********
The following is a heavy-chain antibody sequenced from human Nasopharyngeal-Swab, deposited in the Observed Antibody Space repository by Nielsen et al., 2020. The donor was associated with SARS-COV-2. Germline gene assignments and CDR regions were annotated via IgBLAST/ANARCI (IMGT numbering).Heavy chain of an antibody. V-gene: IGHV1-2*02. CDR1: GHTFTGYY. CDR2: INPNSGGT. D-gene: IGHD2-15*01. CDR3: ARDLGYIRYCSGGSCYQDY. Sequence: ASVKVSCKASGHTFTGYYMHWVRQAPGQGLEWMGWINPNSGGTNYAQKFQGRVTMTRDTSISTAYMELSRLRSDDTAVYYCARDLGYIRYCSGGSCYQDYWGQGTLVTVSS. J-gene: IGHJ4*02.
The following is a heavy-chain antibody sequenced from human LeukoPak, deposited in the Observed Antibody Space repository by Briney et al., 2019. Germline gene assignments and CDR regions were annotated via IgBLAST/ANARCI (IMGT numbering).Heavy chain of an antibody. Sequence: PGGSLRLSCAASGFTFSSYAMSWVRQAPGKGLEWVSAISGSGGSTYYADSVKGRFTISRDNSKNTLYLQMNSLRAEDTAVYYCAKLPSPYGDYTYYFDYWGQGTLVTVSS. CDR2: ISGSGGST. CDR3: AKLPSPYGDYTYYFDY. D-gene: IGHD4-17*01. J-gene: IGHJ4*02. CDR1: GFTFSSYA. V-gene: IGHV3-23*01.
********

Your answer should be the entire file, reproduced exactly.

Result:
The following is a heavy-chain antibody sequenced from human Nasopharyngeal-Swab, deposited in the Observed Antibody Space repository by Nielsen et al., 2020. The donor was associated with SARS-COV-2. Germline gene assignments and CDR regions were annotated via IgBLAST/ANARCI (IMGT numbering).Heavy chain of an antibody. V-gene: IGHV1-2*02. CDR1: GHTFTGYY. CDR2: INPNSGGT. D-gene: IGHD2-15*01. CDR3: ARDLGYIRYCSGGSCYQDY. Sequence: ASVKVSCKASGHTFTGYYMHWVRQAPGQGLEWMGWINPNSGGTNYAQKFQGRVTMTRDTSISTAYMELSRLRSDDTAVYYCARDLGYIRYCSGGSCYQDYWGQGTLVTVSS. J-gene: IGHJ4*02.
The following is a heavy-chain antibody sequenced from human LeukoPak, deposited in the Observed Antibody Space repository by Briney et al., 2019. Germline gene assignments and CDR regions were annotated via IgBLAST/ANARCI (IMGT numbering).Heavy chain of an antibody. Sequence: PGGSLRLSCAASGFTFSSYAMSWVRQAPGKGLEWVSAISGSGGSTYYADSVKGRFTISRDNSKNTLYLQMNSLRAEDTAVYYCAKLPSPYGDYTYYFDYWGQGTLVTVSS. CDR2: ISGSGGST. CDR3: AKLPSPYGDYTYYFDY. D-gene: IGHD4-17*01. J-gene: IGHJ4*02. CDR1: GFTFSSYA. V-gene: IGHV3-23*01.